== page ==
Covering Issues #1-6
It's good to have the Young Avengers back. YA was a short-lived, but brilliant, series from several years ago, and now they're back with a new line up! Three original Young Avengers and three new ones make up the new team. The returning founding members: Billy (Wiccan), Teddy (Hulkling), and Kate (Hawkeye) have all grown up somewhat since the last time we saw them. Rightfully so, Billy and Teddy have been the focus in these first six issues. The gay superhero duo have always been one of my favorite couples and even characters in the Marvel universe. Prepare for a lot of growth, angst, and adorableness from them. Noh-Varr and Miss America are both excellent additions, bringing some much needed power to the team. America fills in as the jaded hero, providing a necessary point of view and Noh-Varr's obliviousness to Earth culture and attachment to Kate are adorable and the way that boy moves . . . (You know what I'm talking about.) But, readers' adoration and focus should be squarely on Loki. It's a long backstory but, in summation, it's the same Loki with phenomenal god powers but in an itty-bitty body. Loki is funny, clever, and completely untrustworthy. Based on his actions alone, you never know what you're going to get in an issue of Young Avengers.
Young Avengers has a pop-culture awareness and style to it that alone makes it well worth reading. References get dropped here and there (Loki's Game of Thrones reference is perfect). This series has a levity and sense of humor to it, which is prevalent even over top of the teenage angst. Loki adds a lot to this in that weird pseudo-villain/pseudo-hero role. Every issue opens with a recap over “Yamblr” which is handled in a Twitter-like fashion (like the one up top, only much, much better). The use of hashtags and different accounts are funny and so creative each and every issue. Same goes for the creative team page which is always stylized in a different manner such as an ad for a rock band, or as an employee manifest.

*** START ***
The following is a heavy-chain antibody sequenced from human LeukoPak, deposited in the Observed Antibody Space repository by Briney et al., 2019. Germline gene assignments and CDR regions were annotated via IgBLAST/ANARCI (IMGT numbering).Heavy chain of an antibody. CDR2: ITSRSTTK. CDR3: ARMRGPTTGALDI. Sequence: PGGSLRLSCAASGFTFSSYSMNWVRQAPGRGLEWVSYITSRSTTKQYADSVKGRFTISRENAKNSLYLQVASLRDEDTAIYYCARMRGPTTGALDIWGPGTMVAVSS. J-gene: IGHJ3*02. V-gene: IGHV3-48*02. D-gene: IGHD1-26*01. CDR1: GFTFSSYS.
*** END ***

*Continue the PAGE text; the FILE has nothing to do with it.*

Both artists on Young Avengers have been incredible. I adore Jamie McKelvie's mastery of these characters, and I love that the art has been as creative and stylized as the rest of the book. Young Avengers isn't afraid to play with panel design as a means to show another dimension, and when it comes to action scenes, well, I'll refer you to the example of Noh-Varr doing his thing. Every action scene has been different, but they all make use of heavy dividers and tell the action in a cinematic fashion. More simply put, Young Avengers is one of the more creative and original additions to the Marvel NOW! line.